A sinus infection, also called sinusitis, is inflammation and swelling of the tissues that line the sinuses. This interferes with normal mucus drainage, leading to breathing difficulties, pain and pressure. When the condition persists for 12 weeks or longer, it is considered chronic.
Sinusitis is the number one reported chronic condition in the United States, affecting an estimated 37 million Americans. It’s most often caused by an infection brought on by a cold or allergies, but may also be the result of nasal polyps, a deviated septum, trauma to the face, hay fever, complications from immune system disorders or tumors.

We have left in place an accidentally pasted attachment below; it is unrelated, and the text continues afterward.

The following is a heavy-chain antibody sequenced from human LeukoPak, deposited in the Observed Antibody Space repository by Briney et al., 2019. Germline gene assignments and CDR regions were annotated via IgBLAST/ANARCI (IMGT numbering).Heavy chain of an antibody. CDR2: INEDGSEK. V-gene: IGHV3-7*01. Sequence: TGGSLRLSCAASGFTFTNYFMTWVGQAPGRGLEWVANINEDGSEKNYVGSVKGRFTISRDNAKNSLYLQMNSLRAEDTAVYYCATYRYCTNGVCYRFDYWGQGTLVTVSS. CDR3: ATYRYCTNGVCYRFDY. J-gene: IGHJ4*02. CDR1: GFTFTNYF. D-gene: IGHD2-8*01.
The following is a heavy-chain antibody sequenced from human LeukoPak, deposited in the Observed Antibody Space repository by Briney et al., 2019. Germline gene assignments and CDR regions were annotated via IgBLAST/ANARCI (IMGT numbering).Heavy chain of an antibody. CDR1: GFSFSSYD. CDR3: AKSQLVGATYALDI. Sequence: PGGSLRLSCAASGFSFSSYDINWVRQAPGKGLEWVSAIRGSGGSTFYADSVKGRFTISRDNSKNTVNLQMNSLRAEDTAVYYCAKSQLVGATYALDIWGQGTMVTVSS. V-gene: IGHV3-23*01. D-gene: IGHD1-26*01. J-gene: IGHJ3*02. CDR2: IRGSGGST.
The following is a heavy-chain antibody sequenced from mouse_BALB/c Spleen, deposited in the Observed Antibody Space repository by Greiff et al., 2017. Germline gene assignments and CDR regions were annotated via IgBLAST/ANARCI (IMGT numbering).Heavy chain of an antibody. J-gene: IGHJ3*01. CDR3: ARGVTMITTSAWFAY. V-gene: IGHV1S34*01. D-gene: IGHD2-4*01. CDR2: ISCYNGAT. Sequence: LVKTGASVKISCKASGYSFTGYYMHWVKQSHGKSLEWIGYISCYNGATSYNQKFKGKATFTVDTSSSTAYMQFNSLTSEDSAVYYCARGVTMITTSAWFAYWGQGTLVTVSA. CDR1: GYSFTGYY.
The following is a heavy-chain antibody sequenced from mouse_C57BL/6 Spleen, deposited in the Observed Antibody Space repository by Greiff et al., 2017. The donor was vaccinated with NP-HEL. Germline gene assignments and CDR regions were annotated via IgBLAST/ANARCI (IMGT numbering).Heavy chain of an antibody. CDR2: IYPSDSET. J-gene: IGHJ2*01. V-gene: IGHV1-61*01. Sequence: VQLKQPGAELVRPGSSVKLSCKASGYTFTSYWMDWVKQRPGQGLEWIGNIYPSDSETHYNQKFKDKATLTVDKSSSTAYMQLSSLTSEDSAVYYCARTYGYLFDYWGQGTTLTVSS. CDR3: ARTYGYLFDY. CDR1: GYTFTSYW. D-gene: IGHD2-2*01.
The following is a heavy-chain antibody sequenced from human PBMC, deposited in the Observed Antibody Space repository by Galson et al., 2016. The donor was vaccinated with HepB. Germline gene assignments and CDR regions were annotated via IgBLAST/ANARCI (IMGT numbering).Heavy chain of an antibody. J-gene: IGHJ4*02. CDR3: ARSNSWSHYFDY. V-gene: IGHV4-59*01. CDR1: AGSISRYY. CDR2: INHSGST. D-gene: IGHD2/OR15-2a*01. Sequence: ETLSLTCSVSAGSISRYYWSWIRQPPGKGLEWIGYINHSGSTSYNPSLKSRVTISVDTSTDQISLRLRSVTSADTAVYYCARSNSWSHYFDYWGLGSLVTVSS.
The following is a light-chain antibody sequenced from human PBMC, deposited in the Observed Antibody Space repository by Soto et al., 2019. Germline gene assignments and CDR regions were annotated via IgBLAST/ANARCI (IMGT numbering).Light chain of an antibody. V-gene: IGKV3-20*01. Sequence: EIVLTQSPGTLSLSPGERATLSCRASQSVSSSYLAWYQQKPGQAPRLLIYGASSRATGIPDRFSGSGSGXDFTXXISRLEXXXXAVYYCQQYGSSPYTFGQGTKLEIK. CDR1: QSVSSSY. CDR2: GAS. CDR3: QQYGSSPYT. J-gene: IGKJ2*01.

Individuals suffering from sinusitis experience a variety of cold-like symptoms such as nasal congestion and discharge, postnasal drip, sore throat, facial pressure and swelling, loss of smell and taste, headache, fever, fatigue and bad breath. Complications can include asthma attacks, meningitis, vision problems, aneurysms and stroke.
In addition to a physical examination and a review of your medical history, your doctor will inspect your nasal passages for polyps, abnormalities, inflammation and buildup of fluid. Additional tests utilizing nasal endoscopy, CT scans, MRIs and allergy tests can be used to help confirm the diagnosis.
Treatments will vary depending upon the severity of your sinus infection and whether it’s an acute or chronic condition.